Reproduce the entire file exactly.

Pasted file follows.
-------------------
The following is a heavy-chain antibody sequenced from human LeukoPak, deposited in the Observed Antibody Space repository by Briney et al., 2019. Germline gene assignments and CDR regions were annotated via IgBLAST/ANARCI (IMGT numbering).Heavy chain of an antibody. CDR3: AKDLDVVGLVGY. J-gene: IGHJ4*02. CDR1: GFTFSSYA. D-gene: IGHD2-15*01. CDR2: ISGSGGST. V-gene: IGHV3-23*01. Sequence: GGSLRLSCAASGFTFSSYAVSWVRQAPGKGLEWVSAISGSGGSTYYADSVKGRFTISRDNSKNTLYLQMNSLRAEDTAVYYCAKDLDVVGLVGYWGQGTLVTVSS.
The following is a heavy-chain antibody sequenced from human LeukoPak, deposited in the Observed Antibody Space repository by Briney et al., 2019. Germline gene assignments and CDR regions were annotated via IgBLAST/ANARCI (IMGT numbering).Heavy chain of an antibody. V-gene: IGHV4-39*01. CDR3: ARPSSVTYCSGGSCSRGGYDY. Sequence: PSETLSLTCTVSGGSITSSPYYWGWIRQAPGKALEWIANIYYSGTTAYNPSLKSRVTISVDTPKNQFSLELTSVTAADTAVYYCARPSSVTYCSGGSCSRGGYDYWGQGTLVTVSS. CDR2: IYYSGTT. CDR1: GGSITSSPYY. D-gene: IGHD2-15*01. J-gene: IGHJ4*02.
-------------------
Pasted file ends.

The following is a heavy-chain antibody sequenced from human LeukoPak, deposited in the Observed Antibody Space repository by Briney et al., 2019. Germline gene assignments and CDR regions were annotated via IgBLAST/ANARCI (IMGT numbering).Heavy chain of an antibody. CDR3: AKDLDVVGLVGY. J-gene: IGHJ4*02. CDR1: GFTFSSYA. D-gene: IGHD2-15*01. CDR2: ISGSGGST. V-gene: IGHV3-23*01. Sequence: GGSLRLSCAASGFTFSSYAVSWVRQAPGKGLEWVSAISGSGGSTYYADSVKGRFTISRDNSKNTLYLQMNSLRAEDTAVYYCAKDLDVVGLVGYWGQGTLVTVSS.
The following is a heavy-chain antibody sequenced from human LeukoPak, deposited in the Observed Antibody Space repository by Briney et al., 2019. Germline gene assignments and CDR regions were annotated via IgBLAST/ANARCI (IMGT numbering).Heavy chain of an antibody. V-gene: IGHV4-39*01. CDR3: ARPSSVTYCSGGSCSRGGYDY. Sequence: PSETLSLTCTVSGGSITSSPYYWGWIRQAPGKALEWIANIYYSGTTAYNPSLKSRVTISVDTPKNQFSLELTSVTAADTAVYYCARPSSVTYCSGGSCSRGGYDYWGQGTLVTVSS. CDR2: IYYSGTT. CDR1: GGSITSSPYY. D-gene: IGHD2-15*01. J-gene: IGHJ4*02.